Let me say again: a vast number of sports injuries of all kinds will have at their genesis the development of a trigger point in the muscle or fascia. This trigger point is very commonly the first sign of overload, and from there the cause and effect begins to domino - one tissue breaks down, leading to another being overloaded, which then breaks down, and so on. The whole process is one of trigger points leading to inflammation, leading to pain, then weakness, subsequently joint and nerve dysfunction and finally structural breakdown of tissues and a severe sports injury that can keep you out of the pool or off the track for weeks, months, or years. Of course, just how long simply depends on how long you try and ignore it and fight on, without getting treatment right back to the initial trigger point.
'Often athletes, because of their better overall body sense, become aware of trigger points before they are active enough to cause actual pain'
Hence trigger points develop-ing in your muscle must be taken seriously - a trigger point is the first warning sign that things are not well in your biomechanical system. Learning to listen to your body's alarm bells is a critical skill that can save much time off for injury. Often athletes, because of their better overall body sense, become aware of trigger points before they are active enough to cause actual pain (32) , and the only complaint is 'tightness' or the joint or muscle doesn't 'feel right' (20). These are often warning signs of trigger points and impending injury.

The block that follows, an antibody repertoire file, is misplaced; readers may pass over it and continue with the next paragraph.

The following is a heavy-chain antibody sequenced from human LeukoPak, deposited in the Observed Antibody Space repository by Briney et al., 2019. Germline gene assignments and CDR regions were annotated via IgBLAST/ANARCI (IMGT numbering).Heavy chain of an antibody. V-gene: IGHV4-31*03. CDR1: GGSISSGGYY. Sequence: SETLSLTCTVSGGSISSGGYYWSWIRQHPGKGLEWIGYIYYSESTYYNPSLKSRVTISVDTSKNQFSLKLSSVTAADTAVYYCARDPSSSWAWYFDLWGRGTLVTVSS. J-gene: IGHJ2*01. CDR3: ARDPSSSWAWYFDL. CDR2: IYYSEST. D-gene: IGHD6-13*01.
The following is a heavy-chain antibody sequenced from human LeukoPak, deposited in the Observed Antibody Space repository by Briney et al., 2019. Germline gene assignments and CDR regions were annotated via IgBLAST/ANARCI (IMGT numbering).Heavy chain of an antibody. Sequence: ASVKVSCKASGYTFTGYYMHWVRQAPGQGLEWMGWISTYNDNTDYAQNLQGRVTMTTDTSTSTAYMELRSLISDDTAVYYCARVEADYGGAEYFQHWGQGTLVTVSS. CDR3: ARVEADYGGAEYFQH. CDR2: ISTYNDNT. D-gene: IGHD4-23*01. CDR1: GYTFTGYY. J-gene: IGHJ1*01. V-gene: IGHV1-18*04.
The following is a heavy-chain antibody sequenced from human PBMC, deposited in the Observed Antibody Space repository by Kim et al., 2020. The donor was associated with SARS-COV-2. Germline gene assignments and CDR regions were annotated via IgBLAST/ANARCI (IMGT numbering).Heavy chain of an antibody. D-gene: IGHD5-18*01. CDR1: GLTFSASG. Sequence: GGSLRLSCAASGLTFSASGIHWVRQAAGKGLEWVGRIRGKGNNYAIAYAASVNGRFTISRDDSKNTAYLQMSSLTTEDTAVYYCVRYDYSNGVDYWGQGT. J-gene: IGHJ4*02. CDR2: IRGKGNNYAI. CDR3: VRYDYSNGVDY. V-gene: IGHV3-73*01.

Arguably, all sports people will develop trigger points at some stage in their sporting career. The trigger points that our muscles develop will hamper our performance and simply slow us down for a while, or they will blow out to cause a severe injury. They are a normal part of training and competing because our bodies are biomechanically imperfect and our environments more random than we would like them to be. In a perfect world our bodies would not break down when overloaded - and the football pitch would be just soft enough to prevent stress fractures, yet hard enough to prevent ligament tears when we run over a pothole in the grass. But it just ain't so!
So what exactly is a trigger point?
To all intents and purposes, it is simply a thick knot in the muscle - a way that it reacts to being overloaded. Of course muscles can tear, or tendinitis can develop in a tendon, but mostly they develop a trigger point - in some ways a trigger point is the equivalent of a stress fracture in a bone.